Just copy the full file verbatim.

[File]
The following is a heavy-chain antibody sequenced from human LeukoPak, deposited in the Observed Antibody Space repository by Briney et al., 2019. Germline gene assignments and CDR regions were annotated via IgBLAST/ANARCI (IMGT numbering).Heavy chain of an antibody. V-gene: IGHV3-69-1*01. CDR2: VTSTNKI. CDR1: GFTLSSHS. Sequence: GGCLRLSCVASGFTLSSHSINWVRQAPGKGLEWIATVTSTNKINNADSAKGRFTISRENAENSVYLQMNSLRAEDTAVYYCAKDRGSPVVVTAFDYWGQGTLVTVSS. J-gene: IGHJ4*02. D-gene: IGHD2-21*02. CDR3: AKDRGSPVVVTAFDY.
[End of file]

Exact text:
The following is a heavy-chain antibody sequenced from human LeukoPak, deposited in the Observed Antibody Space repository by Briney et al., 2019. Germline gene assignments and CDR regions were annotated via IgBLAST/ANARCI (IMGT numbering).Heavy chain of an antibody. V-gene: IGHV3-69-1*01. CDR2: VTSTNKI. CDR1: GFTLSSHS. Sequence: GGCLRLSCVASGFTLSSHSINWVRQAPGKGLEWIATVTSTNKINNADSAKGRFTISRENAENSVYLQMNSLRAEDTAVYYCAKDRGSPVVVTAFDYWGQGTLVTVSS. J-gene: IGHJ4*02. D-gene: IGHD2-21*02. CDR3: AKDRGSPVVVTAFDY.